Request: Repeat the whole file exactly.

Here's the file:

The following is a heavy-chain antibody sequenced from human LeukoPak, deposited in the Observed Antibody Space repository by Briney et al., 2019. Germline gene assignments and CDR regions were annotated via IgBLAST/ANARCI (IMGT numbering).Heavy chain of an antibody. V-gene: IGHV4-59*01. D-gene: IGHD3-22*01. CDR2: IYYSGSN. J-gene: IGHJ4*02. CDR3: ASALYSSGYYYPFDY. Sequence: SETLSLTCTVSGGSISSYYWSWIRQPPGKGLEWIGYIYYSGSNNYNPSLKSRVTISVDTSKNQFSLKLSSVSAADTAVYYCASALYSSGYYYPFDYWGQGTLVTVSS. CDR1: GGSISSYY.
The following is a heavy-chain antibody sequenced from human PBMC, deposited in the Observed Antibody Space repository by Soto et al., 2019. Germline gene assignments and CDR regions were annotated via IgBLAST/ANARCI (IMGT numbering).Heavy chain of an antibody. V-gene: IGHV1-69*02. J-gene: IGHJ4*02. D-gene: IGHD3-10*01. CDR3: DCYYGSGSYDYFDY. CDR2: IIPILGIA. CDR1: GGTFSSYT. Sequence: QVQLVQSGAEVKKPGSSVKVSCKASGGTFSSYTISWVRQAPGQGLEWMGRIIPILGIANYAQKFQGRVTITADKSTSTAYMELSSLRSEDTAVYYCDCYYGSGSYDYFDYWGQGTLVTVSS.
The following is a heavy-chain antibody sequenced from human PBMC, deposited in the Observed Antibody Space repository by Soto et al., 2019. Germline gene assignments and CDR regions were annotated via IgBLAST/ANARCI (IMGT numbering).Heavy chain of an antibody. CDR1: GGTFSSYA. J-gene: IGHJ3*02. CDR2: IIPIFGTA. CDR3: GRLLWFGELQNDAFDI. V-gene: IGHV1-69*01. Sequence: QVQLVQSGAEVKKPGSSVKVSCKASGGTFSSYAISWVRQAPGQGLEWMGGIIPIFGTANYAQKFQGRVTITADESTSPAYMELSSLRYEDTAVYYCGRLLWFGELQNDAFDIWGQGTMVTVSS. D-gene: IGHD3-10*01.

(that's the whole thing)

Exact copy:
The following is a heavy-chain antibody sequenced from human LeukoPak, deposited in the Observed Antibody Space repository by Briney et al., 2019. Germline gene assignments and CDR regions were annotated via IgBLAST/ANARCI (IMGT numbering).Heavy chain of an antibody. V-gene: IGHV4-59*01. D-gene: IGHD3-22*01. CDR2: IYYSGSN. J-gene: IGHJ4*02. CDR3: ASALYSSGYYYPFDY. Sequence: SETLSLTCTVSGGSISSYYWSWIRQPPGKGLEWIGYIYYSGSNNYNPSLKSRVTISVDTSKNQFSLKLSSVSAADTAVYYCASALYSSGYYYPFDYWGQGTLVTVSS. CDR1: GGSISSYY.
The following is a heavy-chain antibody sequenced from human PBMC, deposited in the Observed Antibody Space repository by Soto et al., 2019. Germline gene assignments and CDR regions were annotated via IgBLAST/ANARCI (IMGT numbering).Heavy chain of an antibody. V-gene: IGHV1-69*02. J-gene: IGHJ4*02. D-gene: IGHD3-10*01. CDR3: DCYYGSGSYDYFDY. CDR2: IIPILGIA. CDR1: GGTFSSYT. Sequence: QVQLVQSGAEVKKPGSSVKVSCKASGGTFSSYTISWVRQAPGQGLEWMGRIIPILGIANYAQKFQGRVTITADKSTSTAYMELSSLRSEDTAVYYCDCYYGSGSYDYFDYWGQGTLVTVSS.
The following is a heavy-chain antibody sequenced from human PBMC, deposited in the Observed Antibody Space repository by Soto et al., 2019. Germline gene assignments and CDR regions were annotated via IgBLAST/ANARCI (IMGT numbering).Heavy chain of an antibody. CDR1: GGTFSSYA. J-gene: IGHJ3*02. CDR2: IIPIFGTA. CDR3: GRLLWFGELQNDAFDI. V-gene: IGHV1-69*01. Sequence: QVQLVQSGAEVKKPGSSVKVSCKASGGTFSSYAISWVRQAPGQGLEWMGGIIPIFGTANYAQKFQGRVTITADESTSPAYMELSSLRYEDTAVYYCGRLLWFGELQNDAFDIWGQGTMVTVSS. D-gene: IGHD3-10*01.